Leather Dye Pro

Alcohol based dye used for dying leather

  • Added oil keeps the leather soft
  • Great penetration and coverage
  • Excellent colour fastness
  • Mixes easily to produce other colours
From £5.50
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Leather Dye Pro is an alcohol based leather dye that penetrates into the leather giving it a strong coverage of colour in just one application. The product dries quickly and can be used to dye both the top and suede side of leather. 

It comes in 19 specially designed colours to suit all kinds of projects and these colours can be mixed together to allow you to match any colour you like.

NOTE: This product can be used to restore the colour to faded leather but in these instances, we class it for professional use. If you're looking for a product to use as a consumer to restore the colour to leather, then we recommend using our Leather Re-Colouring Balm

The Dye Pro is colourfast once dry but we do recommend finishing all projects with a leather finish for best results. These can be used to enhance the appearance of the dyed leather, but also to provide protection. 

Leather Dye Pro is Suitable For

Our Leather Dye Pro is suitable for all absorbent types of leather. 

Leather Dye Pros Coverage and Shelf Life

Depending on the thickness and absorbency of the leather you are dying will alter the coverage. 500ml of Dye Pro should dye roughly 2.5m².

Store in a cool dry place, away from direct sunlight.

Store between 8°C and 30°C.

Once opened, use within 3 years.

Shake well before use.

Always pre-test on a scrap piece of leather, or an inconspicuous area first.

Apply the Leather Dye Pro to a sponge, dauber, or your preferred method of application and rub into the leather in all directions to ensure an even coverage (or spray from all angles if using an airbrush). It will take roughly 1 hour to dry naturally. It is not recommended to dry the dye off with a hair drier as it can cause the dye to migrate, causing it to dry patchy. Further coats can be applied it required. 

Buff with a dry cloth to remove any excess dye, then finish with your desired finish; Natural Finish, or Leather Finish.

Colour Chart
  • C Black C Black
  • C Red C Red
  • C Blue C Blue
  • C Yellow C Yellow
  • C Dark Blue C Dark Blue
  • C Light Blue C Light Blue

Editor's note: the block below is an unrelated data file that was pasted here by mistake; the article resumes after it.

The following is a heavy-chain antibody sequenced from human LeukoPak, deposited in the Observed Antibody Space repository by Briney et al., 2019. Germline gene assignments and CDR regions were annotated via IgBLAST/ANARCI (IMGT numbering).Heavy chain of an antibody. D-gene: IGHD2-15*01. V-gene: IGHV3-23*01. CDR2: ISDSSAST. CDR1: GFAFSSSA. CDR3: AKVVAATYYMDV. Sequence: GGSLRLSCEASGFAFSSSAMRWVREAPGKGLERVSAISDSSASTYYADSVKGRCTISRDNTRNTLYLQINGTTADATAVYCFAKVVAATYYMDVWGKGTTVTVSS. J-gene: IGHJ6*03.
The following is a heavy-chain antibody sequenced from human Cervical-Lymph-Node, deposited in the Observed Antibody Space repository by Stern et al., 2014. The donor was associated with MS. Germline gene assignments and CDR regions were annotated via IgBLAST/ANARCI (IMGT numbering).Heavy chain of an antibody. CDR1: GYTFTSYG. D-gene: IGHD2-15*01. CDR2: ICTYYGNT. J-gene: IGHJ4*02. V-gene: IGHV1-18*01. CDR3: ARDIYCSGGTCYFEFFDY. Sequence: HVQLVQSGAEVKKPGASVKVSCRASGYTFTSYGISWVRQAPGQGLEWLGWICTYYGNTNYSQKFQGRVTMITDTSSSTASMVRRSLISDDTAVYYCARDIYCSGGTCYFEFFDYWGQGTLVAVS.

• C Fuchsia C Fuchsia
  • C Dark Red C Dark Red
  • C Green C Green
  • C Lime Green C Lime Green
  • C Orange C Orange
  • C Purple C Purple
  • C Tan C Tan
  • C Medium Brown C Medium Brown
  • C Light Brown C Light Brown
  • C Dark Brown C Dark Brown
  • C Burgundy C Burgundy
  • C Buckskin C Buckskin
  • C Mahogany C Mahogany

How many coats are required?

This varies depending on the thickness of the leather you are dying.

Without diluting the dye, on average one or two coats should be enough to ensure good colour coverage is achieved. You can apply further coats, allowing to dry before applying the next until you are happy with the colour.

If you dilute the dye with Dye Reducer, the number of coats will vary depending on how much it has been diluted by.

It is important to always buff the leather with a dry cloth to remove any excess dye before proceeding to the finishing stage. 

What is the difference between Leather Dye WB and Leather Dye Pro?

The Dye Pro is alcohol based, therefore it has a quicker drying time, and will give faster penetration. This is because the alcohol opens the pores of the leather, allowing the dye to soak in quicker.

The Leather Dye WB is water based and so is environmentally friendly. You will still achieve great penetration with this product, however, it will take slightly longer to dry. 

The colour is too bright for my liking, can this be made duller or weaker?

Yes, if the colour is too bright for your project, you can use Dye Reducer to weaken/ lighten the dye. This can be mixed at any ratio (only when used to weaken or dilute your dye) to reach your desired colour. As this dilutes the dye, additional coats may be required in order to achieve your colour. 

The dye is drying patchy, is there a way to overcome this?

Yes, mixing the Dye with Dye Reducer at a ratio of 1:1 will reduce the strength of the dye, and so reduce the amount of dye being absorbed into areas of the leather when you rub it in. Using this method you'll apply several lighter coats of the dye mixture, but it will help reduce the patchiness of the leather when it dried.

The best way to achieve an even coverage of dye is to apply it to the leather using an airbrush, as this will ensure an even amount of dye is applied to every part of the leather. 

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